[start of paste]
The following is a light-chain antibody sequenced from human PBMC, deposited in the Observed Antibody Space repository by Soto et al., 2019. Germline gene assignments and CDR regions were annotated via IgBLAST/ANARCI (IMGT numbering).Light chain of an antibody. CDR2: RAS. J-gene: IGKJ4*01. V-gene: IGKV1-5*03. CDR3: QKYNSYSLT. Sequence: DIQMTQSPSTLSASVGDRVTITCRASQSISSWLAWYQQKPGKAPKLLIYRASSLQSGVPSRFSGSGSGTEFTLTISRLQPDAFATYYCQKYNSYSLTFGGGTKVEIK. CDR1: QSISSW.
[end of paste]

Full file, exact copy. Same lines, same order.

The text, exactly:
The following is a light-chain antibody sequenced from human PBMC, deposited in the Observed Antibody Space repository by Soto et al., 2019. Germline gene assignments and CDR regions were annotated via IgBLAST/ANARCI (IMGT numbering).Light chain of an antibody. CDR2: RAS. J-gene: IGKJ4*01. V-gene: IGKV1-5*03. CDR3: QKYNSYSLT. Sequence: DIQMTQSPSTLSASVGDRVTITCRASQSISSWLAWYQQKPGKAPKLLIYRASSLQSGVPSRFSGSGSGTEFTLTISRLQPDAFATYYCQKYNSYSLTFGGGTKVEIK. CDR1: QSISSW.